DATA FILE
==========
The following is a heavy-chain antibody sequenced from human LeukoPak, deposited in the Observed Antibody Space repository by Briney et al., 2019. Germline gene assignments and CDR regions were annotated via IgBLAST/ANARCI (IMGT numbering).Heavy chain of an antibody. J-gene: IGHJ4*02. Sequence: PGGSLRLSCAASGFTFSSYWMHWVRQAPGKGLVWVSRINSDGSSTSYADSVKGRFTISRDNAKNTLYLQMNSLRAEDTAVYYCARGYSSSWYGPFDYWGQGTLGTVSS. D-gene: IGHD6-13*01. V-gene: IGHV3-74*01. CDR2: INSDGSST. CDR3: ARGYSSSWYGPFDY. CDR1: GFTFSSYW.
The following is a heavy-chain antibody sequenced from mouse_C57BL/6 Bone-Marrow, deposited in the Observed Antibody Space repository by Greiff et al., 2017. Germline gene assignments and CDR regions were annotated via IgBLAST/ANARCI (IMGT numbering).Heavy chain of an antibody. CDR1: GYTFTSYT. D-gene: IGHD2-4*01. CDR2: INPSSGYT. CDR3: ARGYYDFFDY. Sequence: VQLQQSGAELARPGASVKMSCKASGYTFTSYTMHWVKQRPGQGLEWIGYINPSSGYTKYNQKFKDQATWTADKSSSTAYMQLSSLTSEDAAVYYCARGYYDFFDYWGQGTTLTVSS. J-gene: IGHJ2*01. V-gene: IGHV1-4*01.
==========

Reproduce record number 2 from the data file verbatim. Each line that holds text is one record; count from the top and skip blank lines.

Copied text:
The following is a heavy-chain antibody sequenced from mouse_C57BL/6 Bone-Marrow, deposited in the Observed Antibody Space repository by Greiff et al., 2017. Germline gene assignments and CDR regions were annotated via IgBLAST/ANARCI (IMGT numbering).Heavy chain of an antibody. CDR1: GYTFTSYT. D-gene: IGHD2-4*01. CDR2: INPSSGYT. CDR3: ARGYYDFFDY. Sequence: VQLQQSGAELARPGASVKMSCKASGYTFTSYTMHWVKQRPGQGLEWIGYINPSSGYTKYNQKFKDQATWTADKSSSTAYMQLSSLTSEDAAVYYCARGYYDFFDYWGQGTTLTVSS. J-gene: IGHJ2*01. V-gene: IGHV1-4*01.